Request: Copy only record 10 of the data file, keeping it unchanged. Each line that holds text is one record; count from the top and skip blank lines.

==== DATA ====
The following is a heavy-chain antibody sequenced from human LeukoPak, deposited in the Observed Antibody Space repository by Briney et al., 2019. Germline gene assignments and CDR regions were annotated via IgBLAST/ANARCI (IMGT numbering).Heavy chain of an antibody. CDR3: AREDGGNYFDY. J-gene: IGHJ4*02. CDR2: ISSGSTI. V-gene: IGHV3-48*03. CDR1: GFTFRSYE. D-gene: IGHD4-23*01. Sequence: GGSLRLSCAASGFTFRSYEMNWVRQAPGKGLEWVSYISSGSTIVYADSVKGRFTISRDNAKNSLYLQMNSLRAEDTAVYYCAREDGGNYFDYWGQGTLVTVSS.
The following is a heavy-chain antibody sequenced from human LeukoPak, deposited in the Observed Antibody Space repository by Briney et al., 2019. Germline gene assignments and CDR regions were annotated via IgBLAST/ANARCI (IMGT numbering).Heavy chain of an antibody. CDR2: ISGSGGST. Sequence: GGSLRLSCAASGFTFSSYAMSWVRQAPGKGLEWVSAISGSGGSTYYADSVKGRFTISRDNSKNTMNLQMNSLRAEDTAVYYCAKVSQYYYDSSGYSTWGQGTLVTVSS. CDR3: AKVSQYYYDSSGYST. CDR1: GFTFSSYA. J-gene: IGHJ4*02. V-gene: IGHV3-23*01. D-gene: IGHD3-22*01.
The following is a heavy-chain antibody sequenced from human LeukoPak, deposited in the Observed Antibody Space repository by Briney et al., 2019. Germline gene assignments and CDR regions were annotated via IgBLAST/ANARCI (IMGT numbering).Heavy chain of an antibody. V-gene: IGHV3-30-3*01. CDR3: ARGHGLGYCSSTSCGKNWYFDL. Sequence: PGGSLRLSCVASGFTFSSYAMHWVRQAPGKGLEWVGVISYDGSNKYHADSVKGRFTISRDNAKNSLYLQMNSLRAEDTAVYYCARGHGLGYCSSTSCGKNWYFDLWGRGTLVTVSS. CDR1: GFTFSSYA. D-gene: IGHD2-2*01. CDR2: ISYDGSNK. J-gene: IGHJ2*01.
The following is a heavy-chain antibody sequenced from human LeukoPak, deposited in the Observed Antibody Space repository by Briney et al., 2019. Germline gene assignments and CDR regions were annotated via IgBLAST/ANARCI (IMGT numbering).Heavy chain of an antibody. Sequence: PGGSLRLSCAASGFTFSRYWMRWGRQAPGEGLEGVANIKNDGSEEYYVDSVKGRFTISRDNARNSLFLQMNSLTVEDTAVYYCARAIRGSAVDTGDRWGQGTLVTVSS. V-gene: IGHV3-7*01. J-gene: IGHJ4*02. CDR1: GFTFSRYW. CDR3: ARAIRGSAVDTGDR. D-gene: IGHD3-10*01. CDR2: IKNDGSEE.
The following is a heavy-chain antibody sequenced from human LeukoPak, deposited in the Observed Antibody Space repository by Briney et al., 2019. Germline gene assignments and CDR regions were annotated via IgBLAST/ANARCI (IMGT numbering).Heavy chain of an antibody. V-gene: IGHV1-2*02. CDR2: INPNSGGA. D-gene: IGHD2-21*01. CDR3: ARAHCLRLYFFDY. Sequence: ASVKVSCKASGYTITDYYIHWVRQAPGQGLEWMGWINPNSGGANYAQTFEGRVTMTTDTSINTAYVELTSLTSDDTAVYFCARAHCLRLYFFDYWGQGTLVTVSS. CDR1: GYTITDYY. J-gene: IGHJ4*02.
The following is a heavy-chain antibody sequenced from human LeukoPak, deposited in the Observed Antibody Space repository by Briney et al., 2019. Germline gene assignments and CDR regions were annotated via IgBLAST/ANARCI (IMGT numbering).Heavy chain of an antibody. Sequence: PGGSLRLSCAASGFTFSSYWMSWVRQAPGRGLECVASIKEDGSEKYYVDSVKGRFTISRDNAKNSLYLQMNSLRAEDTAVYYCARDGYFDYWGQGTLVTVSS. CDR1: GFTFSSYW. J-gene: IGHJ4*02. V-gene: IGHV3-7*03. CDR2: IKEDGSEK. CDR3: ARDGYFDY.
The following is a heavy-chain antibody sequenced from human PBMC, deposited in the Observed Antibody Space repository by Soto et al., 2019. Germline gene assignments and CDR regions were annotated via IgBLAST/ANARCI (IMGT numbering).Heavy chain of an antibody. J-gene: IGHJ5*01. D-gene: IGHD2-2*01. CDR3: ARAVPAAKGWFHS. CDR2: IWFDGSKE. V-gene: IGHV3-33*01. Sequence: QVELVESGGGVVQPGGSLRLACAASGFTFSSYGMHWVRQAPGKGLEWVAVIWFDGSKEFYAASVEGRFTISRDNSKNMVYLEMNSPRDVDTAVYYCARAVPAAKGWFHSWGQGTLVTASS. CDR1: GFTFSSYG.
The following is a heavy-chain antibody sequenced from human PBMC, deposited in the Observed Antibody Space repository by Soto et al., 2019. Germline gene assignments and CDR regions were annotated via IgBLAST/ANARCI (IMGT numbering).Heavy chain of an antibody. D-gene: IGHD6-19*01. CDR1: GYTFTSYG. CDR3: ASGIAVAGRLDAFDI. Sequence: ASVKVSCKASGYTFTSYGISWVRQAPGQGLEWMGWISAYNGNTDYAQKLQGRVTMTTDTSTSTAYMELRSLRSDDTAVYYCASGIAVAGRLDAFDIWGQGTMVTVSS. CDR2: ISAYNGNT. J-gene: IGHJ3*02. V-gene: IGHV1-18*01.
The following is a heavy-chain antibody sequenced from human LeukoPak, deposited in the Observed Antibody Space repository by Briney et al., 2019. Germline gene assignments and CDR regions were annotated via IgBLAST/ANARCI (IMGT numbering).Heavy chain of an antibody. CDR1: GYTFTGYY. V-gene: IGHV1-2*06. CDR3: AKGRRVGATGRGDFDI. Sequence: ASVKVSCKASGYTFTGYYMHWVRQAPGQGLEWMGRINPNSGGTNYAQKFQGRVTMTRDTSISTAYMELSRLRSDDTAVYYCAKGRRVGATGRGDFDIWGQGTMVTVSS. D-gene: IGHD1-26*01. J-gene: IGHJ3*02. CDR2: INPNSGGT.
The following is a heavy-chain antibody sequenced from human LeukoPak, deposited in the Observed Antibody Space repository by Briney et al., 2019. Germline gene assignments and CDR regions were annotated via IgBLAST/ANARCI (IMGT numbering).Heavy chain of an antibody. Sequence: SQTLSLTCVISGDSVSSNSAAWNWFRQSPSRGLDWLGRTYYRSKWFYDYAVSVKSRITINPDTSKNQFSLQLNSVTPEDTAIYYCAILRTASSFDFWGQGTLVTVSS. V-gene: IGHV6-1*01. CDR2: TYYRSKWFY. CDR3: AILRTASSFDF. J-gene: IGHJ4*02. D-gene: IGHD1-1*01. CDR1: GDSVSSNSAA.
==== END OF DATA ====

The following is a heavy-chain antibody sequenced from human LeukoPak, deposited in the Observed Antibody Space repository by Briney et al., 2019. Germline gene assignments and CDR regions were annotated via IgBLAST/ANARCI (IMGT numbering).Heavy chain of an antibody. Sequence: SQTLSLTCVISGDSVSSNSAAWNWFRQSPSRGLDWLGRTYYRSKWFYDYAVSVKSRITINPDTSKNQFSLQLNSVTPEDTAIYYCAILRTASSFDFWGQGTLVTVSS. V-gene: IGHV6-1*01. CDR2: TYYRSKWFY. CDR3: AILRTASSFDF. J-gene: IGHJ4*02. D-gene: IGHD1-1*01. CDR1: GDSVSSNSAA.